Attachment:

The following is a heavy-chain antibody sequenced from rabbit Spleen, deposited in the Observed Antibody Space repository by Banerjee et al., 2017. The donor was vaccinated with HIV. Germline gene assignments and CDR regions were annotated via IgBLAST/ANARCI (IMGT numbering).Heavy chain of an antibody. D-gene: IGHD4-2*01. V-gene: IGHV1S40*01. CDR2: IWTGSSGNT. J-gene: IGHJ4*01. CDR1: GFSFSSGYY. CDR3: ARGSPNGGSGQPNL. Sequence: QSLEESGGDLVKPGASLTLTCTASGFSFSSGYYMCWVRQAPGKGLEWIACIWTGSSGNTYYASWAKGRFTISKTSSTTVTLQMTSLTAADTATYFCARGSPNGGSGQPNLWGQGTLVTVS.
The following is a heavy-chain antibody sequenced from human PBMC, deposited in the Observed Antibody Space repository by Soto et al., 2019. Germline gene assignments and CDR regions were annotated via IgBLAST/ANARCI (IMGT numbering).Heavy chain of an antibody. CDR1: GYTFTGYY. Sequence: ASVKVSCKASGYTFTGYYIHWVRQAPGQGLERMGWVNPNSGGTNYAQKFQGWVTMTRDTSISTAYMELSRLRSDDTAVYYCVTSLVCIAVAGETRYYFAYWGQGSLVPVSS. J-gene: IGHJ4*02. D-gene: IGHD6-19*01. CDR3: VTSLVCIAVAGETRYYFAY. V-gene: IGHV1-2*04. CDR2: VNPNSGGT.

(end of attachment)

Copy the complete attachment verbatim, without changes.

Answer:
The following is a heavy-chain antibody sequenced from rabbit Spleen, deposited in the Observed Antibody Space repository by Banerjee et al., 2017. The donor was vaccinated with HIV. Germline gene assignments and CDR regions were annotated via IgBLAST/ANARCI (IMGT numbering).Heavy chain of an antibody. D-gene: IGHD4-2*01. V-gene: IGHV1S40*01. CDR2: IWTGSSGNT. J-gene: IGHJ4*01. CDR1: GFSFSSGYY. CDR3: ARGSPNGGSGQPNL. Sequence: QSLEESGGDLVKPGASLTLTCTASGFSFSSGYYMCWVRQAPGKGLEWIACIWTGSSGNTYYASWAKGRFTISKTSSTTVTLQMTSLTAADTATYFCARGSPNGGSGQPNLWGQGTLVTVS.
The following is a heavy-chain antibody sequenced from human PBMC, deposited in the Observed Antibody Space repository by Soto et al., 2019. Germline gene assignments and CDR regions were annotated via IgBLAST/ANARCI (IMGT numbering).Heavy chain of an antibody. CDR1: GYTFTGYY. Sequence: ASVKVSCKASGYTFTGYYIHWVRQAPGQGLERMGWVNPNSGGTNYAQKFQGWVTMTRDTSISTAYMELSRLRSDDTAVYYCVTSLVCIAVAGETRYYFAYWGQGSLVPVSS. J-gene: IGHJ4*02. D-gene: IGHD6-19*01. CDR3: VTSLVCIAVAGETRYYFAY. V-gene: IGHV1-2*04. CDR2: VNPNSGGT.